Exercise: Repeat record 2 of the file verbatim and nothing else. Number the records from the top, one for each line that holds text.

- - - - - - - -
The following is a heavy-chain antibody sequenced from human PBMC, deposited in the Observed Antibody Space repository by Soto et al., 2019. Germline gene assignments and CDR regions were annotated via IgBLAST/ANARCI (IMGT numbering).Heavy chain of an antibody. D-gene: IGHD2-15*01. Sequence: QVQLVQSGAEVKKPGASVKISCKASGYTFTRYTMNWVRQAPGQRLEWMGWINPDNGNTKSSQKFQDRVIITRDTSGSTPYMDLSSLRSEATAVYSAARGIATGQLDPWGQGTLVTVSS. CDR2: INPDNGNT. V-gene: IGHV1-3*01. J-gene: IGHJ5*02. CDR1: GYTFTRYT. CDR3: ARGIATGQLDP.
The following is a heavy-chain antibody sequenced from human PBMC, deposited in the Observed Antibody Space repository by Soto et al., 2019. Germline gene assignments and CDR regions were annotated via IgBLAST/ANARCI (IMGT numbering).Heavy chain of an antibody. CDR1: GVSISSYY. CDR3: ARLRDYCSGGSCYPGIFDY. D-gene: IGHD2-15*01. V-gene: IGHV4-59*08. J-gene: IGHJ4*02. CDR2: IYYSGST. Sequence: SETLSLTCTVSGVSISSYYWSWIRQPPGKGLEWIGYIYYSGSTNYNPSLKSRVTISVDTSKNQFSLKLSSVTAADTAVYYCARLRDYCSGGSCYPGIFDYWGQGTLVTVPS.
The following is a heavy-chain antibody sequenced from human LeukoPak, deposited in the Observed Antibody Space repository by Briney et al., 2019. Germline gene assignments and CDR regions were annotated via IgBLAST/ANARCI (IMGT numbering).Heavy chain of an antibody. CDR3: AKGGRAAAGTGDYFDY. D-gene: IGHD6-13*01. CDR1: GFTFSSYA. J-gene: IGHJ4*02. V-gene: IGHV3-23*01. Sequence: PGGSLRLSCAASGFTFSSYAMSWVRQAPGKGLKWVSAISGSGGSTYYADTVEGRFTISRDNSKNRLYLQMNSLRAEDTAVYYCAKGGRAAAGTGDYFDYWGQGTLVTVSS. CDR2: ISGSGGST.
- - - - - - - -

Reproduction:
The following is a heavy-chain antibody sequenced from human PBMC, deposited in the Observed Antibody Space repository by Soto et al., 2019. Germline gene assignments and CDR regions were annotated via IgBLAST/ANARCI (IMGT numbering).Heavy chain of an antibody. CDR1: GVSISSYY. CDR3: ARLRDYCSGGSCYPGIFDY. D-gene: IGHD2-15*01. V-gene: IGHV4-59*08. J-gene: IGHJ4*02. CDR2: IYYSGST. Sequence: SETLSLTCTVSGVSISSYYWSWIRQPPGKGLEWIGYIYYSGSTNYNPSLKSRVTISVDTSKNQFSLKLSSVTAADTAVYYCARLRDYCSGGSCYPGIFDYWGQGTLVTVPS.